It’s been a while since I vented on airport security issues, but mail from readers has me revisiting my own angst over what continues to unfold in terminals everywhere. Not all readers are aware that crewmembers must undergo the same inconveniences (and mortifications) as the public, so while I empathize with your annoyance, you’re hauling a weighty load of coals to Newcastle by directing it at a pilot.
Caterers, cleaners, ticket agents and mechanics all are able to bypass the metal detectors on the way to their jobs in the airside (as it’s called) zone. Pilots and flight attendants, however, despite our ID tags, must lift our luggage onto the belt, remove our shoes, and hand over our nail clippers with the rest of you. If this seems absurd, well, what can I say, and a discussion of the politics of the situation would find this particular pilot hunched over a 40-page rant, his fingers trembling with frustration. Steps toward universal airside access for all workers are finally being taken, but at what cost to privacy this might entail remains to be seen.
What baffles and troubles me most is how we’ve continued with the post 9-11 pageantry of humiliation and scrap metal confiscation despite the fact everyone considers it farce. The ongoing nonsense seems to underscore our vulnerability by flaunting our refusal to behave rationally. At last, however, airlines have announced they plan to dispense with the inane “Have you received any gifts or packages from strangers?” dialogue on check-in.
A reader says, “I was not allowed to bring my Starbucks coffee through the metal detector without tasting it first. But what if I’d simply filled my shampoo bottle, stowed snugly in my zippered amenities case, full of gasoline?” And for that matter, a shattered wine bottle or dinner plate handed out enroute is no less dangerous than a nail file or corkscrew. To cite specific ironies here is simply too easy, as there are thousands of ways to defeat an already pointless system.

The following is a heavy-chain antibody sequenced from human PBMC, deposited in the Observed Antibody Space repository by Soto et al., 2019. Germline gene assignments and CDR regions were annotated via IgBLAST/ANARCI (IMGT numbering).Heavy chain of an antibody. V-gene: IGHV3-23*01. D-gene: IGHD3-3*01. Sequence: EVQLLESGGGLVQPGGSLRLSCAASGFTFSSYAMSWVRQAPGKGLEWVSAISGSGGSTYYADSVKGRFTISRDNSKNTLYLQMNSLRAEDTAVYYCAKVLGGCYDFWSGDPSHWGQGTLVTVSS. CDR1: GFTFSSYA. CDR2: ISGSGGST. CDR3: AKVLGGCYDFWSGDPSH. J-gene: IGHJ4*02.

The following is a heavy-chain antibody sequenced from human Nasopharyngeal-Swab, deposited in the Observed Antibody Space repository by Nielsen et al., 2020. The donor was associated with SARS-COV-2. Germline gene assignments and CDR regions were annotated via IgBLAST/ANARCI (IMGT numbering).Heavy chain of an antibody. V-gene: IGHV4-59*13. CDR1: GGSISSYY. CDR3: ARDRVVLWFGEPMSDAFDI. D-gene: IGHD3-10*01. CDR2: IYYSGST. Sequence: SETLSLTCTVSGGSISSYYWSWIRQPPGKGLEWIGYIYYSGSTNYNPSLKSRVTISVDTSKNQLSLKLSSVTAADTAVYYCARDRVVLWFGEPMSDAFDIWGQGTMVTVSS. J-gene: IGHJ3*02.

As I’ve discussed in the past, there are more important things to worry about than sharp objects. Steps are already underway, meanwhile, to extend the deadline for mandatory explosives screening for all checked luggage. This is discouraging, maybe, but while initially lobbying for comprehensive explosives screening, I now wonder if its efficacy is worth the price. What got me thinking was revisiting the story of terrorist Ramzi Yousef. In addition to his links to the 1993 World Trade Center prelude, Yousef masterminded something called “Project Bojinka,” a 1994 plot to destroy more than a dozen US airliners on a single day over the Pacific. Yousef was an expert at making hard-to-detect liquid explosives, and in a test run for his Bojinka scheme he deposited a device beneath the seat of a Philippine Airlines 747 flying from Manila to Tokyo. It exploded, killing one passenger. Yousef used a relatively tiny amount of nitroglycerin for his bomb, a substance, in such quantities, basically undetectable by current or proposed methods.
I suggest it’s time to address the terrorism issue entirely systemically. An ounce of prevention is worth a pound of Semtex. Call me a corporate shill, but I don’t find it fair, or even useful, to ask the airlines, already strangled by debt, to bog down their resources in a futile attempt to snag any and all dangerous items from people’s luggage. Doing so does little to improve safety while driving away passengers and causing hardship for the airlines and their thousands of employees.
This article is part of a collection that originally appeared on Salon.com. Patrick Smith, 38, is an erstwhile airline pilot, retired punk rocker and air travel columnist. His book, Ask the Pilot (Riverhead) was voted “Best Travel Book of 2004” by Amazon.com. Patrick has traveled to more than 55 countries and always asks for a window seat. He lives near Boston.